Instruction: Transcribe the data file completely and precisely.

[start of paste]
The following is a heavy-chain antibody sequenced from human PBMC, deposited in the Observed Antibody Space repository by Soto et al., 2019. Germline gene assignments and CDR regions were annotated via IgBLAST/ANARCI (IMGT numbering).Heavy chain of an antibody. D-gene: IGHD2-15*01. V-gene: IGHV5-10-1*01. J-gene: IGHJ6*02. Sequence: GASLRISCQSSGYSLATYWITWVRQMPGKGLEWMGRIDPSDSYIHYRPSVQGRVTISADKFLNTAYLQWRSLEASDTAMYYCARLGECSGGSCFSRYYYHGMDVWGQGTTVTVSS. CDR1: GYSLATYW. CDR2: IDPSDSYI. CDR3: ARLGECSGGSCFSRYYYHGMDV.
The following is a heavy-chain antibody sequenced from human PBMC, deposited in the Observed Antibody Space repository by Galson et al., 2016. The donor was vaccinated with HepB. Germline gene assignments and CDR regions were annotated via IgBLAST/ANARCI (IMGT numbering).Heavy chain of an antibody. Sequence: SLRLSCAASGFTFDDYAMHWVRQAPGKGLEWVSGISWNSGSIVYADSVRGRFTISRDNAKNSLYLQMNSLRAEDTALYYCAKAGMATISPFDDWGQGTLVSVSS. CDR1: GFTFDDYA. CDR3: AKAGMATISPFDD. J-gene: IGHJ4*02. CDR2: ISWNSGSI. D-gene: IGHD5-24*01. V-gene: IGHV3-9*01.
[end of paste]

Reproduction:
The following is a heavy-chain antibody sequenced from human PBMC, deposited in the Observed Antibody Space repository by Soto et al., 2019. Germline gene assignments and CDR regions were annotated via IgBLAST/ANARCI (IMGT numbering).Heavy chain of an antibody. D-gene: IGHD2-15*01. V-gene: IGHV5-10-1*01. J-gene: IGHJ6*02. Sequence: GASLRISCQSSGYSLATYWITWVRQMPGKGLEWMGRIDPSDSYIHYRPSVQGRVTISADKFLNTAYLQWRSLEASDTAMYYCARLGECSGGSCFSRYYYHGMDVWGQGTTVTVSS. CDR1: GYSLATYW. CDR2: IDPSDSYI. CDR3: ARLGECSGGSCFSRYYYHGMDV.
The following is a heavy-chain antibody sequenced from human PBMC, deposited in the Observed Antibody Space repository by Galson et al., 2016. The donor was vaccinated with HepB. Germline gene assignments and CDR regions were annotated via IgBLAST/ANARCI (IMGT numbering).Heavy chain of an antibody. Sequence: SLRLSCAASGFTFDDYAMHWVRQAPGKGLEWVSGISWNSGSIVYADSVRGRFTISRDNAKNSLYLQMNSLRAEDTALYYCAKAGMATISPFDDWGQGTLVSVSS. CDR1: GFTFDDYA. CDR3: AKAGMATISPFDD. J-gene: IGHJ4*02. CDR2: ISWNSGSI. D-gene: IGHD5-24*01. V-gene: IGHV3-9*01.